The once-controversial Carrier iQ phone support software has been acquired by AT&T.
The phone giant said it had agreed to purchase the software assets of Carrier iQ as well as a handful of its employees. Carrier iQ, meanwhile, appears to have closed up shop, with its site now offline.
"We have acquired the rights to Carrier iQ's software, and some CIQ employees moved to AT&T," an AT&T spokesperson confirmed to The Register.
The Carrier iQ software was thrust into the spotlight in 2011 when researchers found that its mobile software was able to monitor on-screen keypresses on the 141 million handsets on which it was installed.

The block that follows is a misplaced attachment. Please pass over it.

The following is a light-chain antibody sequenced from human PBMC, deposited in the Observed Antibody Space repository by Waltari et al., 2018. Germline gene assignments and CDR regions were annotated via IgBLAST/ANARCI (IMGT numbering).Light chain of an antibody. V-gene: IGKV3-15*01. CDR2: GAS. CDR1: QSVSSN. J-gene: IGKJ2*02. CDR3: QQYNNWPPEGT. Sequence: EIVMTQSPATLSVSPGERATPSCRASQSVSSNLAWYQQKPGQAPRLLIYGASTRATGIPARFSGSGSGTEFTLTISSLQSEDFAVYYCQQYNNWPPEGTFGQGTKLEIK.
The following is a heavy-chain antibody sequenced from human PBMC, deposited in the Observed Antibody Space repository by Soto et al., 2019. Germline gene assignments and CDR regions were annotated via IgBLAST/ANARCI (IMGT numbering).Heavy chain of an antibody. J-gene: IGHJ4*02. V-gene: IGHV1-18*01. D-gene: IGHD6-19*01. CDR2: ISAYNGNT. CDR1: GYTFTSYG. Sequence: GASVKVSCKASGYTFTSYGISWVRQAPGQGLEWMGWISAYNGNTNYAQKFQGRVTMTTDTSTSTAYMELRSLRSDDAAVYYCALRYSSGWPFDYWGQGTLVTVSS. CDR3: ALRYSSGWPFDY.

The findings triggered a public outcry as privacy campaigners, including US Senator Al Franken (D-MN), demanded to know what data Carrier iQ was logging, and how it was using that information in its dealings with phone networks.
After facing a storm of criticism, Carrier iQ explained that while the technical capability to log key-taps did indeed exist, that information never left the handset. Instead, it would report back telemetry – such as battery life, internet access performance, and app crash logs – so carriers had a better idea of what their customers were experiencing.
Though Carrier iQ has been quiet in recent years, its products are still used by wireless providers, including AT&T, to provide customer support and network monitoring.
"We use CIQ software solely to improve the customer's network and wireless service experience," AT&T said.
AT&T did not disclose the terms of its deal with Carrier iQ. ®